Neil Hannon is one of the greatest song writers and lyricists working today--known for his ambitious chamber pop, his band's 2001 album Regeneration was a bit of a departure from The Divine Comedy's earlier works. Produced by Nigel Goodrich (who has worked with Radiohead, Beck and Travis, to name a few), the album has a lot in common sonically with Travis' The Invisible Band, or Radiohead's The Bends. Hannon's lovely baritone glides beautifully over 11 carefully arranged tracks, starting with the somber but aching "Timestretched" and transitioning into the playful "Bad Ambassador," in which Hannon sings "I wanna feel real/I wanna free-wheel/I wanna steal the show from under their noses/I want to get you off/Ain't that enough?"
Up next is a perfect gem of a pop song entitled "Perfect Lovesong," in which Hannon promises "Give me your love and I'll give you the perfect lovesong/With a divine Beatles bassline and a big old Beach Boys sound." He delivers just that--a sweet, catchy lovely sing-along. The mood doesn't last long--the slow-building bass-groove of "Note to Self" kicks in, in which an author writes his daily assumptions. There's some clever lyrical statements here, including "The writer writes for himself, not for you" and "A song is not a song until it's listened to." On it's heels is "Lost Property," a veritable check list of long-gone things, leaving Hannon to wonder "just where do those lost things go when they slip from my hands?"
Faith is questioned in the morose minor-key of "Eye of the Needle," one of those songs that manages to get under your skin and you feel like swimming around in all day. As the protagonist wrestles with a seemingly unresponsive deity and waits for some sort of sign, he observes those around him ("The cars in the churchyard are shiny and German/Completely at odds with the theme of the sermon/And all through communion I stare at the people/Threading themselves through the eye of the needle.") An added nice-touch is a low-key church organ that slowly places the song out. The tempo picks back up with "Love What You Do," an optimistic toe-tapper that advises the listener to chase their dreams ("If you want it, you can have it/If you need it, go and get it/Whatever it is, you've got to love it.") "Dumb it Down" follows, a commentary on the sad state of entertainment and things around us, as Hannon sings "It's too tricky to decide between channel one and sixty-three/'Cause everything is mindless fluff/Like the world's not dumb enough."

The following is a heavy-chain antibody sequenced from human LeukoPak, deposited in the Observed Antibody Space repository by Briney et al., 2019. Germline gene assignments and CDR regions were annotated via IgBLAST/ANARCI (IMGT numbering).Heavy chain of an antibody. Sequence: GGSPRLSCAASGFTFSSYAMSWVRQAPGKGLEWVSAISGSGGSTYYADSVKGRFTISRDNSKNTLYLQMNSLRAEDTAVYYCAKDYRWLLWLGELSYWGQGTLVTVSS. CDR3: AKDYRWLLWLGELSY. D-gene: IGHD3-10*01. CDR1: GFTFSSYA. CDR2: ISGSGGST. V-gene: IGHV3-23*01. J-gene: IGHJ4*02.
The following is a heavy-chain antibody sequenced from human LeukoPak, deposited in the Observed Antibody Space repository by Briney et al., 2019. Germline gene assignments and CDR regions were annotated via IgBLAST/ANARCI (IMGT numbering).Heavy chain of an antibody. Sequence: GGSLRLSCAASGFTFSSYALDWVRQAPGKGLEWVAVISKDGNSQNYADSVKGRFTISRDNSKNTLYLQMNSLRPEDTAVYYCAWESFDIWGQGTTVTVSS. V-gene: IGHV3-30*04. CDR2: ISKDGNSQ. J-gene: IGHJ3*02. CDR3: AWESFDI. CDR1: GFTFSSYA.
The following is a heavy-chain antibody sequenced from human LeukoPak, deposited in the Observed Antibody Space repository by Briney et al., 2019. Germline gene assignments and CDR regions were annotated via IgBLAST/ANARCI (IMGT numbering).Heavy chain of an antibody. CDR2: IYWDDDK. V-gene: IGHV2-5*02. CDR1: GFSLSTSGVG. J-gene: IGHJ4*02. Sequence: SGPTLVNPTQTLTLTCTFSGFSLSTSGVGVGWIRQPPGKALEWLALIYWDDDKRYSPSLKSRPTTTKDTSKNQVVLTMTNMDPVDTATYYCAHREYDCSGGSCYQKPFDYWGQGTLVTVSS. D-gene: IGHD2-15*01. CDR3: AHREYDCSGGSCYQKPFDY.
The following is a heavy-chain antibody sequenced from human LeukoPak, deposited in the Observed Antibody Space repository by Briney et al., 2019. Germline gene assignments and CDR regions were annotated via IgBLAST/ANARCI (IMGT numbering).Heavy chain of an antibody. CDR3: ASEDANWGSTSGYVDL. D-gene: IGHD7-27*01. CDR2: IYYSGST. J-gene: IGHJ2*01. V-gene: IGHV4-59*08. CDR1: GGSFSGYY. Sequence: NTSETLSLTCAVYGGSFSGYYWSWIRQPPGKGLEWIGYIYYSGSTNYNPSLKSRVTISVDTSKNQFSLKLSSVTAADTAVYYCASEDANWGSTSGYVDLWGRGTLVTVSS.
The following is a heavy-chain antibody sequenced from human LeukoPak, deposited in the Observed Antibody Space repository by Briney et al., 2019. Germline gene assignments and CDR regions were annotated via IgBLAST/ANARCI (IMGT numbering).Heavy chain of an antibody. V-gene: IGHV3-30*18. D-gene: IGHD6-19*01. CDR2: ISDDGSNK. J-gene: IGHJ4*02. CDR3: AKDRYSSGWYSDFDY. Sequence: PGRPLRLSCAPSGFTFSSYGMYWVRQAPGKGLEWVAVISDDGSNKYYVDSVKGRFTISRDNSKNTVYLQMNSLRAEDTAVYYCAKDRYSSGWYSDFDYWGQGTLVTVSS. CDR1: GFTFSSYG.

The trio of songs that close out the album--"Mastermind," "Regeneration" and "The Beauty Regime," all function well together, with the closing track a sweet meditation on looking into the mirror and seeing just how amazing we all are as individuals. Sings Hannon, "Beat stress and rebalance your life/All you need to do is forget all the useless advice and live your life for you/Don't let them sell you impossible dreams/Don't be a slave to the beauty regime/Look again in the mirror and see exactly how perfect you are."
To me, this album is near perfect. And although Hannon bid adieu to most of his bandmates after this record and trudged on solo (still recording under the full-band moniker), this is a wonderful example of many pieces achieving cohesion. I fully recommend Hannon's other work, but this is by far the most accessible for a first-time listener.